Parshot Festivals

The Abraham Accord a promising name

  • Rabbi Goldman
Now Sudan has joined the United Arab Emirates and Bahrain in reconciling its differences with Israel. The Abraham Accord is growing, and promises even greater things to come soon.
by Rabbi Yossy Goldman, Sydenham Shul | Oct 29, 2020

I love the name “The Abraham Accord” and have, in fact, always argued that our father, Abraham, was the single most influential person in human history. Not only 14 million Jews, but all the trillions of Christians and Muslims throughout history owe their faith in one G-d to Abraham, the founder of monotheism.

In this week’s parsha, Lech Lecha, Abraham is tested. “Go from your land, from your birthplace, from your father’s house to the land I will show you,” said G-d to him. And it was there – far from his natural environment and immediate comfort zones – that Abraham accomplished G-d’s mission of monotheism. He spread the name of the one G-d to a pagan world and, in the process, his own name and reputation was established for eternity.

It is, of course, much easier to be good and pious at home and in our sequestered ghettoes than it is in the outside world, so often oblivious – or even hostile – to the Torah and its values. Yet, it was only after leaving home that Abraham grew his reputation and became the founding father of the Jewish people and all the Abrahamic faiths.

A hundred or more years ago, a generation of Yiddish-speaking, observant Jews migrated from Europe. They came to South Africa, the golden land of opportunity, to escape pogroms and persecution. With blood, sweat, and tears they transformed themselves from rags to riches. It was an amazing and inspirational success story. But the fact is that for many, as their businesses succeeded, their religious lives failed. Unquestionably, Judaism took a severe body blow. Most were unable to sustain their old-world values in new world South Africa. The transition from shtetl to suburbia proved too formidable, and too many children and grandchildren grew up significantly weaker than their parents in their knowledge and observance of the Jewish way of life.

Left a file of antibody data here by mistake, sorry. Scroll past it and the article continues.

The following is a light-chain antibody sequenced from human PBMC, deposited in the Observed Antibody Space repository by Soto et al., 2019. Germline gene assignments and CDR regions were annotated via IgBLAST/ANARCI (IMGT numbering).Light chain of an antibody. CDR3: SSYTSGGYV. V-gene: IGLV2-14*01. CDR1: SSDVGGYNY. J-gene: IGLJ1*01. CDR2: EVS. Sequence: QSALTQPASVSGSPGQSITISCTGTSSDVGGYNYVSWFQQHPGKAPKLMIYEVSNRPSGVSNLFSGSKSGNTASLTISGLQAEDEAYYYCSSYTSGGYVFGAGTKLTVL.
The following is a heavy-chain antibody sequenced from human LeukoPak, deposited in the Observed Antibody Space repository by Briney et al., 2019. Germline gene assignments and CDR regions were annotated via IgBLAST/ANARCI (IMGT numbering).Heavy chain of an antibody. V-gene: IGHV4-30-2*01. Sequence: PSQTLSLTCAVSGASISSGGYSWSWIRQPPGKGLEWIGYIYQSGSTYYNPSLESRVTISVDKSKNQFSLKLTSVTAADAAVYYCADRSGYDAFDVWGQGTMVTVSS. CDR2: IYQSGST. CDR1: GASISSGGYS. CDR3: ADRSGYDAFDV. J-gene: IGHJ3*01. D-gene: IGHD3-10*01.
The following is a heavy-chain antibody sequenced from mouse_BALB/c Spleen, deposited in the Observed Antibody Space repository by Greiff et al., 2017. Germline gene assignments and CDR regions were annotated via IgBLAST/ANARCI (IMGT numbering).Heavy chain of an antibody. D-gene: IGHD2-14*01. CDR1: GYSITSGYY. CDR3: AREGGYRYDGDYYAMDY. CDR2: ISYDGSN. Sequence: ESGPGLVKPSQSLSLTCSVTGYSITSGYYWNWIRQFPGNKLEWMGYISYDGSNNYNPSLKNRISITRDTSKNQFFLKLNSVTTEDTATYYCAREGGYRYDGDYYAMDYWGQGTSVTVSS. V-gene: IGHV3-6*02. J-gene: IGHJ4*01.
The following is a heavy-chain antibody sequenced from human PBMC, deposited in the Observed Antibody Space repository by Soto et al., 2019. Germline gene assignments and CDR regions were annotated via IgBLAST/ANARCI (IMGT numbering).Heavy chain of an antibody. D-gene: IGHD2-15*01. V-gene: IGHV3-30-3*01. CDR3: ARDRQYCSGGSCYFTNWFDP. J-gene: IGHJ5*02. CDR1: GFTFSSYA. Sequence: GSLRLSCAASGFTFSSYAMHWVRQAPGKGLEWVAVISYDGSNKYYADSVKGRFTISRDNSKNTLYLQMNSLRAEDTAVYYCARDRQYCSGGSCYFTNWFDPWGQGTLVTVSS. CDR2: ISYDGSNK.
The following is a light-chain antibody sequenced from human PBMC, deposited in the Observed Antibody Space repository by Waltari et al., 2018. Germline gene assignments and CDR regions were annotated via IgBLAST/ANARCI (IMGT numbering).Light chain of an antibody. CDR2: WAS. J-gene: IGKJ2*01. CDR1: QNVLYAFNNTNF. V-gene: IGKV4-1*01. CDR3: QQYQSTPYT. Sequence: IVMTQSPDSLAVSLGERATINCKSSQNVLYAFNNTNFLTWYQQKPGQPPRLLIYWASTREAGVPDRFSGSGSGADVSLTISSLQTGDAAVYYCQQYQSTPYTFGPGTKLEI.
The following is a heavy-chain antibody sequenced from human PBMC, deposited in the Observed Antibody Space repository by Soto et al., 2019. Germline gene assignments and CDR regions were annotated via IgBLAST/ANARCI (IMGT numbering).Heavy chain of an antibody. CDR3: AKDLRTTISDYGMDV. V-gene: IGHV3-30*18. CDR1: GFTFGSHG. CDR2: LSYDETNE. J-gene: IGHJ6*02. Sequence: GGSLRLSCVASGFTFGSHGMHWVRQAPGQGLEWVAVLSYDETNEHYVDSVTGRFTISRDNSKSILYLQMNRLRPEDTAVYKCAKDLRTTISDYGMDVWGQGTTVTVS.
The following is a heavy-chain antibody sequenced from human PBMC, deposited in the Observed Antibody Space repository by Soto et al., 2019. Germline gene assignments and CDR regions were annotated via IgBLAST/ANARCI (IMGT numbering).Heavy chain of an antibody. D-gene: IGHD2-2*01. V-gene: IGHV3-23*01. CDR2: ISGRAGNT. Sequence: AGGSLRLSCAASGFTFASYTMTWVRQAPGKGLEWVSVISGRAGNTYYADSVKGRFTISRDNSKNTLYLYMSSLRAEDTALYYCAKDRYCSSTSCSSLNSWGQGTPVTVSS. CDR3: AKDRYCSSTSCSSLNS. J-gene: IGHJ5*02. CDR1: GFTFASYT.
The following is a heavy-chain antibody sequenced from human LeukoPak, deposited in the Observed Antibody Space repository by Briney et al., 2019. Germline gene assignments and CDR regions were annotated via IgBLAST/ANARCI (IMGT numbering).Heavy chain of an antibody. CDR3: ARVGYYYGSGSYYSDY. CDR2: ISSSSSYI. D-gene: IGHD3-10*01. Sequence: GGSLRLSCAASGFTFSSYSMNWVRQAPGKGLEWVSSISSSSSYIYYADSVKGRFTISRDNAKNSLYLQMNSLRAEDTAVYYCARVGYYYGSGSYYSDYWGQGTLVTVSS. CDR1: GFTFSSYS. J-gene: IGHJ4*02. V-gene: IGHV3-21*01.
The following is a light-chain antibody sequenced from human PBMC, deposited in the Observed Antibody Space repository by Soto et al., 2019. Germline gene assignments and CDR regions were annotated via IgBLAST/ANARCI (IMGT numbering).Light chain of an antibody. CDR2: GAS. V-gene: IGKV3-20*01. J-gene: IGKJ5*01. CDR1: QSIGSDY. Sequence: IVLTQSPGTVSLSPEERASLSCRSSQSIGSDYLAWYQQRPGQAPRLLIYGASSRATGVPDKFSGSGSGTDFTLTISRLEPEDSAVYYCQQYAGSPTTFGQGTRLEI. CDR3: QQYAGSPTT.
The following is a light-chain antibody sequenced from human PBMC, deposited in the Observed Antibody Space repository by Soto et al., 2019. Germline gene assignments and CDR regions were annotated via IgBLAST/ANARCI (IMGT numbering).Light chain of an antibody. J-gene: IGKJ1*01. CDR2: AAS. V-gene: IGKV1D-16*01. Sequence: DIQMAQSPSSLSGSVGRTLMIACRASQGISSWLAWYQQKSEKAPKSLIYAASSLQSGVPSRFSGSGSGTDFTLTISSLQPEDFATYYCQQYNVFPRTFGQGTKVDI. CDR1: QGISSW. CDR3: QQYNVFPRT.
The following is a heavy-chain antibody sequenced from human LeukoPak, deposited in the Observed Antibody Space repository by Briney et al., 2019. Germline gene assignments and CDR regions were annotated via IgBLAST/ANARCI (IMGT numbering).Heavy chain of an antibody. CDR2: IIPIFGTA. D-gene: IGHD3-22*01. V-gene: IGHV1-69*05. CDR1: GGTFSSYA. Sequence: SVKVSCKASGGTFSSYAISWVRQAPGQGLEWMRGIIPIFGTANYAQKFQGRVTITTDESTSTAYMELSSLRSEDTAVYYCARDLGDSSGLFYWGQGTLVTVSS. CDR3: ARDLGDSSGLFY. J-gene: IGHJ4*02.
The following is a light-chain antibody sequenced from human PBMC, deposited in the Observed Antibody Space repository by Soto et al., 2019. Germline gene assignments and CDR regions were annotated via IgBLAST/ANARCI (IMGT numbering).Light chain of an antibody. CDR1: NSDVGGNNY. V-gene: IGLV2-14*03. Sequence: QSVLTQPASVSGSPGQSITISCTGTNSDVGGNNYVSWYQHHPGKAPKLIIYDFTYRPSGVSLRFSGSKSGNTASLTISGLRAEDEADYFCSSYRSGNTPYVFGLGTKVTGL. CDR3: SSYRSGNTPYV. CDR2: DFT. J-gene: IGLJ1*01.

It’s like the story of the shadchan, the old-fashioned matchmaker, who suggested a young lady to a fellow and was absolutely raving about her. After their first date, the fellow calls up the shadchan and gives him a piece of his mind. “How dare you introduce me to such a girl; didn’t you know she limps?!” Quite unflustered, the shadchan retorts, “But, what’s the problem, it’s only when she walks!”

It’s when we walk away from our comfortable cocoons and spiritual safety nets into the wider society that we may find ourselves losing our Jewish equilibrium. It’s then that our faith, our values, our morals, and beliefs are truly challenged.

Please G-d, the children of Abraham will emulate their forefather, who left his land and remained strong in faith and family, going on to achieve remarkable success, spiritually and materially.


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